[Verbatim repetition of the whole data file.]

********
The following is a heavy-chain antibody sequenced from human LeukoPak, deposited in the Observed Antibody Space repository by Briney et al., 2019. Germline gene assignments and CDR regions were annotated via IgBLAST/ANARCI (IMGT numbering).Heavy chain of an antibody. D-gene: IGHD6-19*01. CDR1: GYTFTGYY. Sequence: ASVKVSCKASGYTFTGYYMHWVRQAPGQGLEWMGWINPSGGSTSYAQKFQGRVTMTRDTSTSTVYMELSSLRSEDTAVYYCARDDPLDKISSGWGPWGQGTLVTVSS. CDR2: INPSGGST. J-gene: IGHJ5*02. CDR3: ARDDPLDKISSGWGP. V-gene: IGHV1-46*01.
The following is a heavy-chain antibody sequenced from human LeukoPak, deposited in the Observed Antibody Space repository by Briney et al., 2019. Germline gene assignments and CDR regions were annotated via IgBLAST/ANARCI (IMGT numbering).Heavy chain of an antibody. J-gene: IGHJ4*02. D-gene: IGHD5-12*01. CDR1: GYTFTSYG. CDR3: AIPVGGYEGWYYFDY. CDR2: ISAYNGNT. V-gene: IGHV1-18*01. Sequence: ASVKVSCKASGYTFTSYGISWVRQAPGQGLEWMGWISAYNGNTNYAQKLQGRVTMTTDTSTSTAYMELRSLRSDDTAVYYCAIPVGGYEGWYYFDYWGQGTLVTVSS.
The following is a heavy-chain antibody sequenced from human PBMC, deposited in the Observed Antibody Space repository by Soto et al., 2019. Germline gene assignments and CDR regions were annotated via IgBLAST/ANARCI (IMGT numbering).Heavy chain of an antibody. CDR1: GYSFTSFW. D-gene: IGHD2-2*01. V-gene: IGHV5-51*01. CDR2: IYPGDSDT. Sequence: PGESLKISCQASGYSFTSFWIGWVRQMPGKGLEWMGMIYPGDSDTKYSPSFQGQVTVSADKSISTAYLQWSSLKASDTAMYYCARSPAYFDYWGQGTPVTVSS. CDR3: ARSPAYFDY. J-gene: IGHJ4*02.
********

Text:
The following is a heavy-chain antibody sequenced from human LeukoPak, deposited in the Observed Antibody Space repository by Briney et al., 2019. Germline gene assignments and CDR regions were annotated via IgBLAST/ANARCI (IMGT numbering).Heavy chain of an antibody. D-gene: IGHD6-19*01. CDR1: GYTFTGYY. Sequence: ASVKVSCKASGYTFTGYYMHWVRQAPGQGLEWMGWINPSGGSTSYAQKFQGRVTMTRDTSTSTVYMELSSLRSEDTAVYYCARDDPLDKISSGWGPWGQGTLVTVSS. CDR2: INPSGGST. J-gene: IGHJ5*02. CDR3: ARDDPLDKISSGWGP. V-gene: IGHV1-46*01.
The following is a heavy-chain antibody sequenced from human LeukoPak, deposited in the Observed Antibody Space repository by Briney et al., 2019. Germline gene assignments and CDR regions were annotated via IgBLAST/ANARCI (IMGT numbering).Heavy chain of an antibody. J-gene: IGHJ4*02. D-gene: IGHD5-12*01. CDR1: GYTFTSYG. CDR3: AIPVGGYEGWYYFDY. CDR2: ISAYNGNT. V-gene: IGHV1-18*01. Sequence: ASVKVSCKASGYTFTSYGISWVRQAPGQGLEWMGWISAYNGNTNYAQKLQGRVTMTTDTSTSTAYMELRSLRSDDTAVYYCAIPVGGYEGWYYFDYWGQGTLVTVSS.
The following is a heavy-chain antibody sequenced from human PBMC, deposited in the Observed Antibody Space repository by Soto et al., 2019. Germline gene assignments and CDR regions were annotated via IgBLAST/ANARCI (IMGT numbering).Heavy chain of an antibody. CDR1: GYSFTSFW. D-gene: IGHD2-2*01. V-gene: IGHV5-51*01. CDR2: IYPGDSDT. Sequence: PGESLKISCQASGYSFTSFWIGWVRQMPGKGLEWMGMIYPGDSDTKYSPSFQGQVTVSADKSISTAYLQWSSLKASDTAMYYCARSPAYFDYWGQGTPVTVSS. CDR3: ARSPAYFDY. J-gene: IGHJ4*02.